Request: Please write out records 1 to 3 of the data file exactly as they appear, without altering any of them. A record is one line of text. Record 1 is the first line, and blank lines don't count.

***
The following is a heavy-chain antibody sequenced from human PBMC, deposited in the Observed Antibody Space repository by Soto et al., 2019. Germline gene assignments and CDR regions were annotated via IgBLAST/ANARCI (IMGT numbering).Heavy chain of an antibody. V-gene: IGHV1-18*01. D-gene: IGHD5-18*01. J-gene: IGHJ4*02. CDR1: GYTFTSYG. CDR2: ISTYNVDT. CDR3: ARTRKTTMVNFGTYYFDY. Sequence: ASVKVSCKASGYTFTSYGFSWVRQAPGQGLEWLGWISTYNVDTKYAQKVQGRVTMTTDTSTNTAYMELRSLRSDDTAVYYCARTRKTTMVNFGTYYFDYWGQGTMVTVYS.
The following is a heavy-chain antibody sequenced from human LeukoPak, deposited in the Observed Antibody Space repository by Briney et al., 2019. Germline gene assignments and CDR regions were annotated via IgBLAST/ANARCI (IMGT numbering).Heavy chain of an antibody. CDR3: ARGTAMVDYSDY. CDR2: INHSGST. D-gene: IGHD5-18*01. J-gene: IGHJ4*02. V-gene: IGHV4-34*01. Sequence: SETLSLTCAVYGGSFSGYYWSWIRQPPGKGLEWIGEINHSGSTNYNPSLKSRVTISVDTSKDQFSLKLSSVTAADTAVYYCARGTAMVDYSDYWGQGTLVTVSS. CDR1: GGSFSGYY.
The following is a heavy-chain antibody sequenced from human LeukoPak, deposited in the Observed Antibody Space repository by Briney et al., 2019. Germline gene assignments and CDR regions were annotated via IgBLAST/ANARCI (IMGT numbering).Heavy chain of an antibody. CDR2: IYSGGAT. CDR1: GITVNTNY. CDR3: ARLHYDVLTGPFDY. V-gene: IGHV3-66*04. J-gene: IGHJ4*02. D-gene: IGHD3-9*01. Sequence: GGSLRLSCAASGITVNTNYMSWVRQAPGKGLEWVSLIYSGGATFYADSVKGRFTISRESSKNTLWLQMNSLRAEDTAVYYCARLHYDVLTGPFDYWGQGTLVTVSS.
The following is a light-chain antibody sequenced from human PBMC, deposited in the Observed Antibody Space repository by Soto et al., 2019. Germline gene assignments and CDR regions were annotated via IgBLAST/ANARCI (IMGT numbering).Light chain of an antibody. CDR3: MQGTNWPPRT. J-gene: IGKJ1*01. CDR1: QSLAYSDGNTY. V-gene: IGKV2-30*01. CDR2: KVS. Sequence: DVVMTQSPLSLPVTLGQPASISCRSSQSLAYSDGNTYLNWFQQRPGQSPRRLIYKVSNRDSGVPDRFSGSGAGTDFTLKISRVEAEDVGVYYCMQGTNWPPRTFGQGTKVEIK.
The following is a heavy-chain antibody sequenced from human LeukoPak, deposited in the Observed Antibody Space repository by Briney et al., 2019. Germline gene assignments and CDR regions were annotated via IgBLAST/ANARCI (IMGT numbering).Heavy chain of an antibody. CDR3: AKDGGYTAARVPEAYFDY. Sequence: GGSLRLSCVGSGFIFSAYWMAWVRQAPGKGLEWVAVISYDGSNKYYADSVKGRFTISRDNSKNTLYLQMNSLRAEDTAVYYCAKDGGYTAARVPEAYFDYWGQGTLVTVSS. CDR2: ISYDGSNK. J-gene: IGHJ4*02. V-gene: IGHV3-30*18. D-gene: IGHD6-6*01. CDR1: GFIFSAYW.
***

The following is a heavy-chain antibody sequenced from human PBMC, deposited in the Observed Antibody Space repository by Soto et al., 2019. Germline gene assignments and CDR regions were annotated via IgBLAST/ANARCI (IMGT numbering).Heavy chain of an antibody. V-gene: IGHV1-18*01. D-gene: IGHD5-18*01. J-gene: IGHJ4*02. CDR1: GYTFTSYG. CDR2: ISTYNVDT. CDR3: ARTRKTTMVNFGTYYFDY. Sequence: ASVKVSCKASGYTFTSYGFSWVRQAPGQGLEWLGWISTYNVDTKYAQKVQGRVTMTTDTSTNTAYMELRSLRSDDTAVYYCARTRKTTMVNFGTYYFDYWGQGTMVTVYS.
The following is a heavy-chain antibody sequenced from human LeukoPak, deposited in the Observed Antibody Space repository by Briney et al., 2019. Germline gene assignments and CDR regions were annotated via IgBLAST/ANARCI (IMGT numbering).Heavy chain of an antibody. CDR3: ARGTAMVDYSDY. CDR2: INHSGST. D-gene: IGHD5-18*01. J-gene: IGHJ4*02. V-gene: IGHV4-34*01. Sequence: SETLSLTCAVYGGSFSGYYWSWIRQPPGKGLEWIGEINHSGSTNYNPSLKSRVTISVDTSKDQFSLKLSSVTAADTAVYYCARGTAMVDYSDYWGQGTLVTVSS. CDR1: GGSFSGYY.
The following is a heavy-chain antibody sequenced from human LeukoPak, deposited in the Observed Antibody Space repository by Briney et al., 2019. Germline gene assignments and CDR regions were annotated via IgBLAST/ANARCI (IMGT numbering).Heavy chain of an antibody. CDR2: IYSGGAT. CDR1: GITVNTNY. CDR3: ARLHYDVLTGPFDY. V-gene: IGHV3-66*04. J-gene: IGHJ4*02. D-gene: IGHD3-9*01. Sequence: GGSLRLSCAASGITVNTNYMSWVRQAPGKGLEWVSLIYSGGATFYADSVKGRFTISRESSKNTLWLQMNSLRAEDTAVYYCARLHYDVLTGPFDYWGQGTLVTVSS.